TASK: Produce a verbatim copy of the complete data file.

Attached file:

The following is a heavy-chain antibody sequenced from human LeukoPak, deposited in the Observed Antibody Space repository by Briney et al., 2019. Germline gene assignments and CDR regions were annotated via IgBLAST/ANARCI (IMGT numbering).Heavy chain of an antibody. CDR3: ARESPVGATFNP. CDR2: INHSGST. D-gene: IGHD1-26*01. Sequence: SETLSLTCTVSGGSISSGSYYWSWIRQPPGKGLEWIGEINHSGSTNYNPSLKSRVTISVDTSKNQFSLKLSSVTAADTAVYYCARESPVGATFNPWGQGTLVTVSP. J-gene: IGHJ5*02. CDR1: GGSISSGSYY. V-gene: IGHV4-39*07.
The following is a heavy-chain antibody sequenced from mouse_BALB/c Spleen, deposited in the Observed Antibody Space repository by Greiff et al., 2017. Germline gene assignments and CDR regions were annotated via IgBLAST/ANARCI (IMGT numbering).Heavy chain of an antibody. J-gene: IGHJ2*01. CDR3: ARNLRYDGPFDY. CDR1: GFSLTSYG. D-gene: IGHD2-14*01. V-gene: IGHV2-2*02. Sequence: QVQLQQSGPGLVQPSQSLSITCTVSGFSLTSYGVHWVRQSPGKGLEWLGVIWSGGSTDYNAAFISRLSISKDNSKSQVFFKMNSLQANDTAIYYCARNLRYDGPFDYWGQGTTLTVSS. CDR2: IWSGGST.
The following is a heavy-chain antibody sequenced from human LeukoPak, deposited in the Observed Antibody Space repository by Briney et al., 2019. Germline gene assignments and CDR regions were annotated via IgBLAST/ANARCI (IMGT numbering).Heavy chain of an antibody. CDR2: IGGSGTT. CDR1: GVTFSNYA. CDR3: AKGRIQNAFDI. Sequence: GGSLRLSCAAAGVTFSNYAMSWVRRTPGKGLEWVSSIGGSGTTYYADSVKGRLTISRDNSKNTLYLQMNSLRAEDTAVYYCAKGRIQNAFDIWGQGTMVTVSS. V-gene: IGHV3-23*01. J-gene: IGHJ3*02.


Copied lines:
The following is a heavy-chain antibody sequenced from human LeukoPak, deposited in the Observed Antibody Space repository by Briney et al., 2019. Germline gene assignments and CDR regions were annotated via IgBLAST/ANARCI (IMGT numbering).Heavy chain of an antibody. CDR3: ARESPVGATFNP. CDR2: INHSGST. D-gene: IGHD1-26*01. Sequence: SETLSLTCTVSGGSISSGSYYWSWIRQPPGKGLEWIGEINHSGSTNYNPSLKSRVTISVDTSKNQFSLKLSSVTAADTAVYYCARESPVGATFNPWGQGTLVTVSP. J-gene: IGHJ5*02. CDR1: GGSISSGSYY. V-gene: IGHV4-39*07.
The following is a heavy-chain antibody sequenced from mouse_BALB/c Spleen, deposited in the Observed Antibody Space repository by Greiff et al., 2017. Germline gene assignments and CDR regions were annotated via IgBLAST/ANARCI (IMGT numbering).Heavy chain of an antibody. J-gene: IGHJ2*01. CDR3: ARNLRYDGPFDY. CDR1: GFSLTSYG. D-gene: IGHD2-14*01. V-gene: IGHV2-2*02. Sequence: QVQLQQSGPGLVQPSQSLSITCTVSGFSLTSYGVHWVRQSPGKGLEWLGVIWSGGSTDYNAAFISRLSISKDNSKSQVFFKMNSLQANDTAIYYCARNLRYDGPFDYWGQGTTLTVSS. CDR2: IWSGGST.
The following is a heavy-chain antibody sequenced from human LeukoPak, deposited in the Observed Antibody Space repository by Briney et al., 2019. Germline gene assignments and CDR regions were annotated via IgBLAST/ANARCI (IMGT numbering).Heavy chain of an antibody. CDR2: IGGSGTT. CDR1: GVTFSNYA. CDR3: AKGRIQNAFDI. Sequence: GGSLRLSCAAAGVTFSNYAMSWVRRTPGKGLEWVSSIGGSGTTYYADSVKGRLTISRDNSKNTLYLQMNSLRAEDTAVYYCAKGRIQNAFDIWGQGTMVTVSS. V-gene: IGHV3-23*01. J-gene: IGHJ3*02.